Ex parte University of South AlabamaAnnotate this Case
On or about August 1, 2006, the University of Southern Alabama (USA) hired Azin Agah, a cell biologist, as a tenure-track employee, to teach biochemistry and to research the abnormalities in the extracellular matrix and angiogenesis associated with the pathogenesis of scleroderma. In 2010, USA did not reappoint Agah based on alleged research misconduct. In 2011, Agah sued several department members at the College of Allied Health Professions at USA and chairman of the two ad hoc committees that evaluated Agah, and other fictitiously named parties, alleging theft of electronic computer data and her research logbook and intentional and malicious interference with her contractual relationship with USA and seeking recovery of chattels in specie for the electronic data and her research logbook. On March 21, 2013, Agah amended her complaint adding USA
and others as defendants and adding various claims. The only claim in her amended complaint that specifically named USA as a defendant "[sought] a declaratory judgment, injunctive relief, and monetary damages against USA for the breach by USA of [her] tenure track employment contract with USA." As a state school, USA argued it was immune from civil actions and petitions the Supreme Court for a writ of mandamus to direct the trial court to dismiss it from Agah's suit. Additionally, Amber Bartlett, a student who worked under Agah's supervision in USA's research laboratory and a defendant in the same underlying action, petitioned for a writ of mandamus to direct the trial court to issue an order quashing the subpoena issued to Alabama Psychiatric Services, P.C. ("APS"), ordering production of her mental-health records. The Court granted the petitions and issued the writs. USA and Bartlett have established that they had a clear, legal right to the relief they have requested. USA was entitled to absolute sovereign immunity from Agah's civil action, and the trial court was directed to enter a judgment of dismissal for USA. Bartlett was entitled to confidentiality of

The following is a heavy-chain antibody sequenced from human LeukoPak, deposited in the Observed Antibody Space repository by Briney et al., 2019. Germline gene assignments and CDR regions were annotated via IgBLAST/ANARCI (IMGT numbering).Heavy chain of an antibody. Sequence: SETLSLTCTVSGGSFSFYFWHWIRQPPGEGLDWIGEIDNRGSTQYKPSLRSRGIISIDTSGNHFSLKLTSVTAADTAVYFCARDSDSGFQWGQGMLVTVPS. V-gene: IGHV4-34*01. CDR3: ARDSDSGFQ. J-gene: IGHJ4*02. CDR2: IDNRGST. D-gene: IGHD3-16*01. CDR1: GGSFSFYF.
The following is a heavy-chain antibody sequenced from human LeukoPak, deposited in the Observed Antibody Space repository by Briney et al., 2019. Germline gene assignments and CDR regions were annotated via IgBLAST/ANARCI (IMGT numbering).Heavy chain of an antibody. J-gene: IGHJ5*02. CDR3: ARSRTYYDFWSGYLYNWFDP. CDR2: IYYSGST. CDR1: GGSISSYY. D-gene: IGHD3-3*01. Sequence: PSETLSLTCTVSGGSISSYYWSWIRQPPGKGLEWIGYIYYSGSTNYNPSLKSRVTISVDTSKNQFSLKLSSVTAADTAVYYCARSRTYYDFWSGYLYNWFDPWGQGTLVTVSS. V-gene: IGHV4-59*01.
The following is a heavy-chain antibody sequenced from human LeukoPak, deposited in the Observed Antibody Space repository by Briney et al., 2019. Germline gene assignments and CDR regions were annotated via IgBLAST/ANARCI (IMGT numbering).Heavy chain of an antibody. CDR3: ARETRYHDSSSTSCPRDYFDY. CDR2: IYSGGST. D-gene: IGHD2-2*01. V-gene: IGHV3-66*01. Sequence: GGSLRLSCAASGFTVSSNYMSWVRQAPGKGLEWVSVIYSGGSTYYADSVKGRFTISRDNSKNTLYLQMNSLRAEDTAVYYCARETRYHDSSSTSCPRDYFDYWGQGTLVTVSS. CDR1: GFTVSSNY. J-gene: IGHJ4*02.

her mental-health records, and the trial court was directed to enter an order quashing Agah's subpoena for Bartlett's mental-health records from APS.